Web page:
Our research team, from Edinburgh University, have been working since February on analysing failure in water supply systems in Sierra Leone. Before we arrived in Sierra Leone we were already aware that this country had significant problems. Various NGOs and research groups had already indicated that the failures of the water supply systems in Sierra Leone were as high as 65%. Providing water supplies, in particular handpump wells, is a typical response of many Non-Governmental Organisations (NGOs), when attempting to reduce widespread problems related to health. In Sierra Leone’s neighbouring country, Liberia, a recent report by ‘the Liberian WASH Consortium’ suggested that 85% of the wells were provided in the immediate aftermath of its civil war. In the account of Liberia, after only 8 year of peace, there is a reported 50% failure of their systems. Sierra Leone has had a longer period of peace, and with a larger population and more water supply interventions. Therefore it is possible to suggest that the rates of failure may also be higher than their neighbour.
In Sierra Leone the water supply interventions have ranged from providing hand-pump well systems, to pulley systems to boreholes. We are primarily interested in the water supplies provided to the rural communities in the aftermath of the war. More recent interventions, such as reservoirs and piped water systems (few as they are) have not been included in our research. We are also aware that much of the rural population has yet to be served with any system. Studying this, though a significant problem in itself, would not help us assess the weaknesses of the current water supply systems.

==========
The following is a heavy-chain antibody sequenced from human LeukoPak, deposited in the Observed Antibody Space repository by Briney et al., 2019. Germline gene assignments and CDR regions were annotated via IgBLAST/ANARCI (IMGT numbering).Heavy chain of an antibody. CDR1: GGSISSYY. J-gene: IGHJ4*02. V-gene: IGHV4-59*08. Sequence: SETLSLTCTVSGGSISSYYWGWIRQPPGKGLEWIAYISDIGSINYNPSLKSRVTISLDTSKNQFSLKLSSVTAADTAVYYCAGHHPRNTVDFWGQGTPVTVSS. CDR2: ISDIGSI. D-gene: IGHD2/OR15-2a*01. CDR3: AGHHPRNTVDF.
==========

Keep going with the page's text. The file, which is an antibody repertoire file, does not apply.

Unlike the research carried out by the Rural Water Supply Network, InterAide and more recently by the World Bank using FLOW technology, our research is not focussed on targeting as many villages as possible, as this would only result in a binary (working/not working) analysis of the systems. Instead our focus is on a much more detailed, in-depth and qualitative understanding of failure. Our work is intended to give a reliable case study on what may be happening on the ground, on more than a single level, of the socio-technical system.
Our methodology is split into several parts. We start by engaging directly with the community as a group, meeting with chiefs, elders, community leaders and community spoke-persons (and anyone else that wants to attend, all are welcome). From this group we can better understand the village formation, the interactions with the NGOs and local government, and also the type of systems that they have been provided with. From this meeting we receive basic information about the functionality of their systems, and how the private and public sectors respond to their needs. The community also provide us with information on their social infrastructure that is designed to support the wells; these include their user committees, their local leaders, their well technicians, the local government support they have received as well as the community’s access to spare parts and tools.
The community surveys are followed by household Knowledge Attitude and Practice (KAP) surveys. These address the household aspects of water supply. These questions are dramatically different from the community questions. The KAP surveys are focused on individual household water demands, usage, supply, sources, treatment and storage. The questions are asked in confidence and offer an excellent insight into how individual household respond to their water needs.